Thursday, November 1, 2012
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We have a flood of economic and earnings reports this morning,
but the focus will be on the labor market today ahead of the
October non-farm payroll report coming out tomorrow. This
morning's weekly Jobless Claims data is broadly in-line with
expectations, while the private-sector jobs reading from payroll
Automatic Data Processing
) appears quite reassuring. But it may be advisable to be
somewhat cautious in reading too much into this ADP report given
changes this month to how the jobs number is put together.
The payroll processor partnered with Moody's Analytics this time
around instead of its usual partner Macroeconomic Advisors to
calculate this number. Given the ADP report's erratic performance
lately in foretelling the government jobs number, the change of
partner may actually be a good thing. But the change nevertheless
raises questions about how comparable this month's data is what
came out in the past.
Jobs data aside, we also have the October manufacturing ISM
survey coming out a little later, which is expected to show a
modest decline from the preceding month's level, but still remain
in expansionary territory. Rounding out the day's data deluge, we
will see Construction Spending and Consumer Confidence data a
little later. Overnight, we got China's PMI data that shows
improving momentum in that country's factory sector.
The ADP report is showing modestly better-than-expected
private-sector jobs of 158K in October, compared to gains of 114K
in September and 88K in August. The biggest increase came from
large businesses (firms with more than 500 employees), adding 81K
jobs, while small businesses (under 50 employees) added 50K.
Service sector jobs increased by 144K in October, while goods
producing sectors added 14K. Importantly, the construction sector
added jobs for the fifth straight month, adding 23K jobs in
October, more than offsetting the 8K decline in manufacturing.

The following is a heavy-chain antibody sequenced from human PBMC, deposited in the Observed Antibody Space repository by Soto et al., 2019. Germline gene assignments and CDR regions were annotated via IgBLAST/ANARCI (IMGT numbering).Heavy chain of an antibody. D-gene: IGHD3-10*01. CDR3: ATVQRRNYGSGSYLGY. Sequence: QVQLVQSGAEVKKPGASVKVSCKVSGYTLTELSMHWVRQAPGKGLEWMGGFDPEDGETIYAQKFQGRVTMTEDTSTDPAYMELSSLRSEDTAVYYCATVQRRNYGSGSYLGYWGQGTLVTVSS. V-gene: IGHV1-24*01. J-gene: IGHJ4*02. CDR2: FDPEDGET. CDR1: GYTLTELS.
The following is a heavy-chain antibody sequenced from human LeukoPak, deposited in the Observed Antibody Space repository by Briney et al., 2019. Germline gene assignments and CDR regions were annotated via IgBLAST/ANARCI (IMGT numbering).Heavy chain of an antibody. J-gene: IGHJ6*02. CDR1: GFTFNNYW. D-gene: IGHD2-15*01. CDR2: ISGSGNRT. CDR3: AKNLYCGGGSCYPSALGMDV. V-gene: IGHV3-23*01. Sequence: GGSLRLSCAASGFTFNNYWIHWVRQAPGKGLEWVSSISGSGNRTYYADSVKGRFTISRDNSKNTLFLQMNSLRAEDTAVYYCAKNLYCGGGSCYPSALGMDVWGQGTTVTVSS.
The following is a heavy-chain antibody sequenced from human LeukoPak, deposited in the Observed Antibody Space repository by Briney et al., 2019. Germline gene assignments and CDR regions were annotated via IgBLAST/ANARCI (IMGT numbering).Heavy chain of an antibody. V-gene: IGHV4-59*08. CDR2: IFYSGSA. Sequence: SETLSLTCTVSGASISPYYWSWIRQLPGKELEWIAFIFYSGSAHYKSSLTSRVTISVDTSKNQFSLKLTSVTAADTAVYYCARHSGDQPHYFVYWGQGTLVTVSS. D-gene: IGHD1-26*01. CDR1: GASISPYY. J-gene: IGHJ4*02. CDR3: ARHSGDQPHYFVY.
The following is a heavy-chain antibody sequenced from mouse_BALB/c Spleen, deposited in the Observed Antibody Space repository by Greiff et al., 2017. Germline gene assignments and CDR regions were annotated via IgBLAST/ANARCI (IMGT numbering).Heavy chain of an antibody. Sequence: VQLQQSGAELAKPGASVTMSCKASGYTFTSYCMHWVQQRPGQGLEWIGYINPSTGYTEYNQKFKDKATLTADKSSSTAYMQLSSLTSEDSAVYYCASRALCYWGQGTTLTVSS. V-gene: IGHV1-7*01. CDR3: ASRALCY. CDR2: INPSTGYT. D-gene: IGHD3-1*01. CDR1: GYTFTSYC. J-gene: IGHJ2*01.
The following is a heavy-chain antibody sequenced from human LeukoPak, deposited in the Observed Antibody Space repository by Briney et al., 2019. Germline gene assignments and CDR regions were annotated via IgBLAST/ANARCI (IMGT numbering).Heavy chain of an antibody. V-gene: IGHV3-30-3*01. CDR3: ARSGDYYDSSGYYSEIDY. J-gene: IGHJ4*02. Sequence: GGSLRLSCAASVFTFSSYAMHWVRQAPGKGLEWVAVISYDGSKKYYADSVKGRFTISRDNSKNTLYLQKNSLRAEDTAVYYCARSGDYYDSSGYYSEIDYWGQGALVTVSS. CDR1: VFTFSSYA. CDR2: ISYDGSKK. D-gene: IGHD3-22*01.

The expectation for Friday's BLS report ahead of this morning's
ADP report was for headline gains of around 125K. But given the
disconnect between the ADP and BLS readings in recent months and
the methodology changes this month, it is unlikely that we will
see any material revisions to those expectations following this
The key takeaway from this ADP report coupled with what we have
been seeing in recent months is that the labor market is modestly
improving at a pace somewhere in the 100K to 150K range. But this
pace of improvement is just enough to keep the unemployment rate
steady at current levels. For a significant drop in the
unemployment rate, we need a much faster pace of job gains.
On the earnings front,
) came ahead of expectations this morning, while
) matched earnings expectations but missed on the revenue line.
As of this morning, we have third quarter results from 335
companies in the S&P 500 or 67% of the index's total
Total earnings for these 335 companies are down 1.7% from same
period last year, with 61.8% of the companies beating earnings
expectations. Total revenues for these companies are down 2.5%
and only 36.1% of the companies could come ahead of revenue
Weak guidance for the fourth quarter and beyond has started
bringing down earnings expectations going forward. The expected
earnings growth rate in the fourth quarter, which was in excess
of 7% just a few weeks back, has now come down to less than 3%.
We are starting to downward revisions to next year's estimate as
well, but they still have plenty of room to fall. More than
anything else, it is this downward adjustment to earnings
expectations that has been weighing on the market in recent days.
Director of Research